What Makes A Young Adult Novel a Young Adult Novel?


So, Publisher’s Weekly held a breakfast panel on what makes young adult fiction young adult, and they didn’t invite me. Nice. Way to crush my ego, Publishers Weekly… And just so you know, I’m a big fan of breakfast. I would have been totally into that.

Seriously, I’ve been asked this question before. What makes my books young adult books? The answer is I don’t know. I’ve had plenty of adults tell me they’ve read them and enjoyed them. I didn’t intentionally write to preclude adults from reading it. I wrote a story I would enjoy. I guess I initially considered it a young adult novel because I knew it was going to be a series. I may be wrong about this, but I think kids/teens are more willing to commit to a series than adults. I picked up some current Young Adult books as I was writing the Takers, and I was put off by the attempt of the author to use slang and infuse the text with contemporary “after school special” type morality. Teens don’t want to be preached to, and they certainly don’t want to be preached to by pretentious authors using the street lingo kids use today.

I found this quote by Sherman Alexie to be particularly puzzling:

Writing for teens involves a stripped-down technique, Alexie said. “You tend to write more like Hemingway than Faulkner. More like Emily Dickinson than T.S. Eliot. It’s not a matter of more complex thoughts, but the number of adverbs and adjectives. In the adult world, the number of adverbs and adjectives can be confused with great writing.” Martin put it another way: “Teen books are like adult books, without all the bullshit.”

Obviously, he’s never read a fantasy novel for the young adult market. Those things are jammed with adverbs and adjectives, and they contain a lot of bullshit (sorry, I’m not a fan of hardcore fantasy). On the adult side, you could probably count the number of adjectives on one hand in Cormac McCarthy’s novel, The Road. There isn’t one ounce of bullshit in that book, and I’d bet not a lot of young adults are running out to read that book.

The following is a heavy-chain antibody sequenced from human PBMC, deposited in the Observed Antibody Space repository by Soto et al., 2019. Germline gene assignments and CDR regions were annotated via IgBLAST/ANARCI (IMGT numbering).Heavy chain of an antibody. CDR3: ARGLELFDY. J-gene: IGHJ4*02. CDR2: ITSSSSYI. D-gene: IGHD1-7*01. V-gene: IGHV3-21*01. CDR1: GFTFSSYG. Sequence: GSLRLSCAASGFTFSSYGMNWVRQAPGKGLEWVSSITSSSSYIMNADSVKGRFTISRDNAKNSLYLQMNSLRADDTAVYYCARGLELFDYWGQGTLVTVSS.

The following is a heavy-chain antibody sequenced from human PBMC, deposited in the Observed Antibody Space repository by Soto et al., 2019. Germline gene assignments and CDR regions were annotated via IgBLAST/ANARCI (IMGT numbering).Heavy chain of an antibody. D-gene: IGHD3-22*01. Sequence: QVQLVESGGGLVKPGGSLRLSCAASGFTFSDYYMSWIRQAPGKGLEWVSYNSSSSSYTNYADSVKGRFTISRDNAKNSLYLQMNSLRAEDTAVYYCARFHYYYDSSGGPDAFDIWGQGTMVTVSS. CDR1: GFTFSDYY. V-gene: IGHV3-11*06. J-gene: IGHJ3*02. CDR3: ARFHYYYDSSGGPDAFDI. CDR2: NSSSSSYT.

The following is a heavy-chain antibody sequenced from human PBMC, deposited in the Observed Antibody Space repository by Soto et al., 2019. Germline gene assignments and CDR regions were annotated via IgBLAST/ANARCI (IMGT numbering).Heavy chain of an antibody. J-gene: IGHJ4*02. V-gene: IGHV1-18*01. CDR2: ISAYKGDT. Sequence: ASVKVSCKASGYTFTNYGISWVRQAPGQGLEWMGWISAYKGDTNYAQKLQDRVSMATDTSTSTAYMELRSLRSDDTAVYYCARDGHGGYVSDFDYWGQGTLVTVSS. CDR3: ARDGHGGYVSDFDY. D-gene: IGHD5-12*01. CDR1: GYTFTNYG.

I’m writing a book right now that I don’t consider being for the young adult market. It’s about a young boy, but the language is rough and he has to contend with some pretty seedy adults. But is that enough to keep it out of the young adult market? There’s no sex. It’s a violent book. I don’t mean there’s a lot of violence in it (there’s some). I mean the tone is very violent and unforgiving. Maybe that’s what separates a young adult novel from an adult novel. A young adult novel often times emerges with a hopeful message while an adult novel can end in a sea of ambiguousness leaving the reader dazed and confused. I don’t know. Just a thought. If you’re interested, you can read the Publishers Weekly Article here: “Think Future” Panel Debates What Makes a YA a YA

2 thoughts on “What Makes A Young Adult Novel a Young Adult Novel?

  1. I would also posit that young adult novels often have a coming of age theme woven into them. No matter what else is going on, a large part of the story tends to be about the teenager’s struggle between childhood and adulthood and growing up. I think it can be hard to determine, though. I’d say that one thing is for sure, though: Young adult novels must be about young adults. They must be about teenagers. It’s funny because it doesn’t work the other way around. Books aimed at adults can be about children or teenagers or adults, but book aimed at teenagers must be about teenagers. Things must be filtered through that point of view. This means that adults, for instance, don’t tend to take a very big role. Anyway, just a few things I’ve noticed.

  2. It’s so simple I can’t believe I didn’t think of it. You’re absolutely right. Coming of age is the key.

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